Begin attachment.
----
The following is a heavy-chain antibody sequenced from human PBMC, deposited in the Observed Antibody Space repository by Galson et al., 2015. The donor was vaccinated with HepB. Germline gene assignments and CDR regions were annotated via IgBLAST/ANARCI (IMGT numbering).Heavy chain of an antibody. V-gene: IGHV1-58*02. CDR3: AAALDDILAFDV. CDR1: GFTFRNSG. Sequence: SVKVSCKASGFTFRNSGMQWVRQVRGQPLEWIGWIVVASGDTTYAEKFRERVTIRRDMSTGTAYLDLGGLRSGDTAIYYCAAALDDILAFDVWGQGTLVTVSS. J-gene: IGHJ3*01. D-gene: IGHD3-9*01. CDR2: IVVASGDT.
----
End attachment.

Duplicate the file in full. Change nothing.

The following is a heavy-chain antibody sequenced from human PBMC, deposited in the Observed Antibody Space repository by Galson et al., 2015. The donor was vaccinated with HepB. Germline gene assignments and CDR regions were annotated via IgBLAST/ANARCI (IMGT numbering).Heavy chain of an antibody. V-gene: IGHV1-58*02. CDR3: AAALDDILAFDV. CDR1: GFTFRNSG. Sequence: SVKVSCKASGFTFRNSGMQWVRQVRGQPLEWIGWIVVASGDTTYAEKFRERVTIRRDMSTGTAYLDLGGLRSGDTAIYYCAAALDDILAFDVWGQGTLVTVSS. J-gene: IGHJ3*01. D-gene: IGHD3-9*01. CDR2: IVVASGDT.